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Thursday, July 18, 2024 | Back issues
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Ninth Circuit won’t remove block against Arizona copper mine

The court found the U.S. Forest Agency did not confirm valuable resources were on the land.

TUCSON, Ariz. (CN) — The U.S. Forest Service didn’t adequately assess the environmental impact of a planned copper mine in Arizona that would’ve dumped nearly two billion tons of waste rock and tailings, a Ninth Circuit panel ruled Thursday. 

The federal agency first approved the Rosemont Mine in Tucson’s Santa Rita Mountains in 2017, an action quickly followed by lawsuits from environmental groups and Native American tribes. The Coronado National Forest, where the mine would operate, includes designated or proposed habitat for jaguars, yellow-billed cuckoos, Southwestern willow flycatchers, Chiricahua leopard frogs and other species.

The agency also approved the placement of a tailings pile, which would cover 2,700 acres, on “open land” — land not covered by a mining claim — located two miles from the planned site of the Rosemont copper mine. 

In mining, tailings are the materials left over after separating the resource from the refuse.

In August 2019, a federal judge ruled the agency misapplied regulations that govern where Rosemont Copper Co. can put the waste and overturned the agency’s approval of the mine.

A split panel upheld that decision Thursday, finding the 1872 General Mining Act did not allow for the tailings to occupy that land for what would essentially be for the rest of time. 

“Rosemont proposes to bury the existing surface of 2,447 acres of National Forest land beneath a 700-foot-deep layer of waste rock. Under any ordinary definition, the layer of waste rock will ‘occupy’ the land on which it sits, and will do so permanently. No person or structure will ever again touch the surface of that land. Rosemont’s 1.9 billion tons of waste rock will occupy that land forever, obstructing countless alternative uses,” wrote Circuit Judge William Fletcher, a Bill Clinton appointee. Fletcher was joined in his decision by the Trump-appointed Circuit Judge Eric Miller.

The 19th-century law legalized the mining of certain mineral resources on federal lands, bringing some order to political conflict between gold miners, prospectors and the government. Under the law, signed by President Ulysses S. Grant, individuals and corporations could claim rights to certain valuable minerals or resources if they discover their existence.

In oral arguments before the panel in February 2021, Department of Justice attorney Amelia Yowell told the court that the lower court’s ruling was based on a faulty interpretation of regulations and the law.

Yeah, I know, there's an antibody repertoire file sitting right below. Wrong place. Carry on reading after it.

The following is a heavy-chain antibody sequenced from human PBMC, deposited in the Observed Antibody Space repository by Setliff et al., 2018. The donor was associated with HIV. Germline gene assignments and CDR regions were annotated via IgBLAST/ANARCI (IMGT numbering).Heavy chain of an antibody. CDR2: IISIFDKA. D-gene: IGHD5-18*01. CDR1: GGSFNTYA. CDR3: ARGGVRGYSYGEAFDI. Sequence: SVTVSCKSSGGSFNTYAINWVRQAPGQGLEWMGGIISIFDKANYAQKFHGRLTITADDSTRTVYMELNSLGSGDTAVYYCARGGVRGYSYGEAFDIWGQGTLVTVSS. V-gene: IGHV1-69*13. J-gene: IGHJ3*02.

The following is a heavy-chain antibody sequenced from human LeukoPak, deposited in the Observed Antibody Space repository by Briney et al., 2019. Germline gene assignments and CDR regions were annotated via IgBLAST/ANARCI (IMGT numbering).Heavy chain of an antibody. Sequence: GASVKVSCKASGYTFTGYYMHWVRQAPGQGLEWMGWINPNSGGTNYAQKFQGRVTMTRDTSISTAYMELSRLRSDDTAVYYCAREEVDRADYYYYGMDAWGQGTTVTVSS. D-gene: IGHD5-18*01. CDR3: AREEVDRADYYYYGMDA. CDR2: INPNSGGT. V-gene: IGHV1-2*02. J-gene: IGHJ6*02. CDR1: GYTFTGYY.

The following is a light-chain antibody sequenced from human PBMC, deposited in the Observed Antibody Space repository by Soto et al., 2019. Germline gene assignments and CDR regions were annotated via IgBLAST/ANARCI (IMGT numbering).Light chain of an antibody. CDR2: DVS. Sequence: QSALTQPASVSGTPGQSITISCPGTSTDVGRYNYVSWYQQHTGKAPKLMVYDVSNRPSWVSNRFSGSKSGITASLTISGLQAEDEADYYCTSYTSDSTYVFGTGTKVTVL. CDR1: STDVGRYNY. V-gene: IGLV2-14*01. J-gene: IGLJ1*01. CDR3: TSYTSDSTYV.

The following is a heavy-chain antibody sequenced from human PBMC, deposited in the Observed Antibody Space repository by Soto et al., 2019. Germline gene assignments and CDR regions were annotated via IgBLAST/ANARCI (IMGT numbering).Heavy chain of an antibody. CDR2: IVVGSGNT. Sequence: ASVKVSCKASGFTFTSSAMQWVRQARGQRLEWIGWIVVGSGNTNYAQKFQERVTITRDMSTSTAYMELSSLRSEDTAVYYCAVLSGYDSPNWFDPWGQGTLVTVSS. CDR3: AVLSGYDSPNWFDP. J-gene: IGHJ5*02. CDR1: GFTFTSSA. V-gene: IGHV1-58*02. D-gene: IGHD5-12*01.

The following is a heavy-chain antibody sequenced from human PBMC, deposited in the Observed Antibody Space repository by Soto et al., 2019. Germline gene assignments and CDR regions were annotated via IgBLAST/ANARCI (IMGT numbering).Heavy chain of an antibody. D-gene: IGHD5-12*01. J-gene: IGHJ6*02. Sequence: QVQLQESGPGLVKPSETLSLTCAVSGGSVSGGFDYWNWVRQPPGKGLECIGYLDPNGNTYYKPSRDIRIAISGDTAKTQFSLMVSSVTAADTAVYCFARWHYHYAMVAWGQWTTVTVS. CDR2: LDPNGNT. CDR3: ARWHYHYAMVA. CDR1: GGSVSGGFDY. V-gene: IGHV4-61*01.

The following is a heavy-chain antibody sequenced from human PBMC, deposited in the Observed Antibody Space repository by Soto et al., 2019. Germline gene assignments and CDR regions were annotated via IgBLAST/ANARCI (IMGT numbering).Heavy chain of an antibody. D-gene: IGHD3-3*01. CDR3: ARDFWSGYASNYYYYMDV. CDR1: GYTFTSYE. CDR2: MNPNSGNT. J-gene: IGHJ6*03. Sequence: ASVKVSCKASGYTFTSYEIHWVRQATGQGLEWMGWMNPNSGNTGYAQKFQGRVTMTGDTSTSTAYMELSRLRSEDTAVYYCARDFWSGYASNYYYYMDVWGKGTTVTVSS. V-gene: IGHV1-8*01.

“If the Service were to deny Rosemont land to store its waste rock and tailings, that would in effect prohibit Rosemont from exercising its right under the mining law,” Yowell argued.

Rosemont Copper Co.’s Canadian parent company, Hudbay Minerals, said it spent roughly $700 million on the operation when it reached its final approval in 2019.

Fletcher disagreed, finding that the Forest Service failed to confirm claims that essential resources were on the land, a necessary decision since the law otherwise does not give a right of occupation beyond what is temporarily necessary for exploration. 

“The question is whether valuable minerals have been ‘found’ on the claims, not whether valuable minerals might be found,” Fletcher wrote. “It is undisputed that no valuable minerals have been found. Because no valuable minerals have been found, the claims are necessarily invalid.”

Ned Norris Jr., chairman of the Tohono O’odham Nation, applauded the ruling Thursday. The nation was one of the tribes that had sued over the mine, arguing that the waste could have buried dozens of prehistoric tribal sites.

"This landmark decision further validates that Rosemont's foreign owners have neither the legal right nor the valid mining claims for their proposed plan to destroy sacred sites beneath a mountain of poisonous mine waste,” Norris Jr. said in a statement. “The ruling thoroughly dismantles the error-riddled process and reinforces the importance of protecting these sites and the entire region’s water supply. As decisive as this decision is, Rosemont's foreign investors will likely continue to try and profit through environmental and cultural destruction. We must not allow this to happen."

The Center for Biological Diversity, which also sued over the mine, echoed Norris Jr.’s sentiment.

“This momentous decision makes it clear that the plan to destroy the beautiful Rosemont Valley is not only a terrible idea — it’s illegal,” said Allison Melton, an attorney for the group, in a statement. “The Santa Rita Mountains are critically important for Tucson’s water supply and many species of rare plants and animals. We won’t let them be sacrificed for mining company profits.”

Judge Danielle J. Forrest, a Trump appointee, dissented from her colleagues, finding that while the mining law is ambiguous, the Forest Service had acted properly by “promulgating formal regulations and developing policies based on its interpretation.”

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Categories / Appeals, Environment

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